On January 27, 2014, Governor Jerry Brown issued the California Water Action Plan, which highlights the challenges for managing the State’s water resources and outlines strategic goals and actions to provide more reliable water supplies, restore important species and habitat, and establish a more resilient and sustainably managed water resource system for farms, ecosystems and communities. The plan specifically identified a number of actions to implement sustainable groundwater management practices. One of those actions called for legislation to provide local and regional agencies with comprehensive authority to manage groundwater. If those agencies fail to achieve sustainable management, the Plan proposes allowing the state to temporarily assume responsibility for groundwater management. The Governor’s Office of Planning and Research (OPR) is now seeking input on actions that can be taken to improve groundwater management in California.
Groundwater control has generally been left to local efforts and courts; California has no comprehensive authority for monitoring or regulating groundwater. One primary objective of the Plan is to establish a legal framework through which to improve groundwater management and expand groundwater storage capacity.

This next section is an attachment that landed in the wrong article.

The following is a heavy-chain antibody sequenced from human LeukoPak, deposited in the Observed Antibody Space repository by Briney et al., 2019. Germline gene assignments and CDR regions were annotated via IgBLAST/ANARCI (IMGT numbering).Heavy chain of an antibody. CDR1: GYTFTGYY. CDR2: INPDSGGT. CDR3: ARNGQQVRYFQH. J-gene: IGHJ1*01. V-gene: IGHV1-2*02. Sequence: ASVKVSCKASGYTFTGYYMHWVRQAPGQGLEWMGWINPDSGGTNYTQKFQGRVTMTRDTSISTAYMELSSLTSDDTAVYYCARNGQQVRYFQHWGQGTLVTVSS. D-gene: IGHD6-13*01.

OPR planned two sustainable groundwater management workshops, on March 24 and April 16, facilitated by the California Environmental Protection Agency, the California Department of Food and Agriculture, and the California Natural Resources Agency. The purpose of the workshops is to solicit ideas and approaches to groundwater management.
OPR now seeks input on the following questions:
- What new or modified statutory authorities do local and regional agencies need to manage groundwater more effectively?
- What would help local agencies overcome barriers to funding for conservation, projects, and programs?
- What types of governance structures are most effective for managing groundwater locally, and should these models be encouraged?
- What specific data and information do local managers need to succeed? What should be done to help them obtain the data?
- What can be done to help local and regional agencies manage a basin or sub-basin that spans multiple jurisdictions?
- Are there improvements to the groundwater adjudication process that would make it more useful and cost-effective for local authorities?
- What role should groundwater management plans play, and does their content need to change?
- What incentives could local and regional agencies be given to improve groundwater management?
- Should local groundwater management planning be connected, through formal processes, to land use decisions, county general plans, or integrated regional water management plans? If so, what kind of formal processes?
More information can be found at:
Written comments are due to OPR by April 25, 2014.